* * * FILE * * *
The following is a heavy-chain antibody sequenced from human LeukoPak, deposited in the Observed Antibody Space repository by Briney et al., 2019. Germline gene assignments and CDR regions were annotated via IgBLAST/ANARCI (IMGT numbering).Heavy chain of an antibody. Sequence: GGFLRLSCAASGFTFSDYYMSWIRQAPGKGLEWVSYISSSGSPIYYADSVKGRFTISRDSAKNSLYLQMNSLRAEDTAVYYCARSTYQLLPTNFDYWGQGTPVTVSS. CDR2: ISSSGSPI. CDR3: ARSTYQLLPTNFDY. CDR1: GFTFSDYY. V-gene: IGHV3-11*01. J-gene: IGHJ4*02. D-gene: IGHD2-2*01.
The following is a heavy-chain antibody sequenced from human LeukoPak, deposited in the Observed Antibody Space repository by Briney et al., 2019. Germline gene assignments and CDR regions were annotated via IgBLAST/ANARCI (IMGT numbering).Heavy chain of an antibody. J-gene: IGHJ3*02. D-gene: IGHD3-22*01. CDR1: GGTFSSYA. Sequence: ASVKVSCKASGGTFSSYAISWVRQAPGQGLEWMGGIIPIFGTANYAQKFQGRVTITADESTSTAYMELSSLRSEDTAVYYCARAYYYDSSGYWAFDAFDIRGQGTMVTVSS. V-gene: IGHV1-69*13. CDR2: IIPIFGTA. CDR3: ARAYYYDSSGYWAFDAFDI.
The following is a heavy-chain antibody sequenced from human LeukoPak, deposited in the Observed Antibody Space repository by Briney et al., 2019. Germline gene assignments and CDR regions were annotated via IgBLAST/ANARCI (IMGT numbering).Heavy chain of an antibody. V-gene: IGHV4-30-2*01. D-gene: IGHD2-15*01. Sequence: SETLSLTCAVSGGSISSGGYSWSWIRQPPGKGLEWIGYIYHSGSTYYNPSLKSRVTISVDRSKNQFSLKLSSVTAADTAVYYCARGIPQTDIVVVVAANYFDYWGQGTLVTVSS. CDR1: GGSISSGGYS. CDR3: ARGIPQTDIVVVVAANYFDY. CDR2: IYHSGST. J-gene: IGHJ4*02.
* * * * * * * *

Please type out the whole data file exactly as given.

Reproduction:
The following is a heavy-chain antibody sequenced from human LeukoPak, deposited in the Observed Antibody Space repository by Briney et al., 2019. Germline gene assignments and CDR regions were annotated via IgBLAST/ANARCI (IMGT numbering).Heavy chain of an antibody. Sequence: GGFLRLSCAASGFTFSDYYMSWIRQAPGKGLEWVSYISSSGSPIYYADSVKGRFTISRDSAKNSLYLQMNSLRAEDTAVYYCARSTYQLLPTNFDYWGQGTPVTVSS. CDR2: ISSSGSPI. CDR3: ARSTYQLLPTNFDY. CDR1: GFTFSDYY. V-gene: IGHV3-11*01. J-gene: IGHJ4*02. D-gene: IGHD2-2*01.
The following is a heavy-chain antibody sequenced from human LeukoPak, deposited in the Observed Antibody Space repository by Briney et al., 2019. Germline gene assignments and CDR regions were annotated via IgBLAST/ANARCI (IMGT numbering).Heavy chain of an antibody. J-gene: IGHJ3*02. D-gene: IGHD3-22*01. CDR1: GGTFSSYA. Sequence: ASVKVSCKASGGTFSSYAISWVRQAPGQGLEWMGGIIPIFGTANYAQKFQGRVTITADESTSTAYMELSSLRSEDTAVYYCARAYYYDSSGYWAFDAFDIRGQGTMVTVSS. V-gene: IGHV1-69*13. CDR2: IIPIFGTA. CDR3: ARAYYYDSSGYWAFDAFDI.
The following is a heavy-chain antibody sequenced from human LeukoPak, deposited in the Observed Antibody Space repository by Briney et al., 2019. Germline gene assignments and CDR regions were annotated via IgBLAST/ANARCI (IMGT numbering).Heavy chain of an antibody. V-gene: IGHV4-30-2*01. D-gene: IGHD2-15*01. Sequence: SETLSLTCAVSGGSISSGGYSWSWIRQPPGKGLEWIGYIYHSGSTYYNPSLKSRVTISVDRSKNQFSLKLSSVTAADTAVYYCARGIPQTDIVVVVAANYFDYWGQGTLVTVSS. CDR1: GGSISSGGYS. CDR3: ARGIPQTDIVVVVAANYFDY. CDR2: IYHSGST. J-gene: IGHJ4*02.